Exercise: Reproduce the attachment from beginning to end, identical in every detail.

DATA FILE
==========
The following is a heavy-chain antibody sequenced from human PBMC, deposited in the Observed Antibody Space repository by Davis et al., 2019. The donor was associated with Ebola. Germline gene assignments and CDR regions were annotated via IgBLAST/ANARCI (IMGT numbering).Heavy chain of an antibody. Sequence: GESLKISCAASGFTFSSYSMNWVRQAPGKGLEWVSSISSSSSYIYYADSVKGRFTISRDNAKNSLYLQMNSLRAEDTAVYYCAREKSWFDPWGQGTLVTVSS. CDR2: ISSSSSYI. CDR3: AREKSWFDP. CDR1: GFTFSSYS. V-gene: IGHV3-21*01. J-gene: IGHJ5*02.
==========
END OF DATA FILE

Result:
The following is a heavy-chain antibody sequenced from human PBMC, deposited in the Observed Antibody Space repository by Davis et al., 2019. The donor was associated with Ebola. Germline gene assignments and CDR regions were annotated via IgBLAST/ANARCI (IMGT numbering).Heavy chain of an antibody. Sequence: GESLKISCAASGFTFSSYSMNWVRQAPGKGLEWVSSISSSSSYIYYADSVKGRFTISRDNAKNSLYLQMNSLRAEDTAVYYCAREKSWFDPWGQGTLVTVSS. CDR2: ISSSSSYI. CDR3: AREKSWFDP. CDR1: GFTFSSYS. V-gene: IGHV3-21*01. J-gene: IGHJ5*02.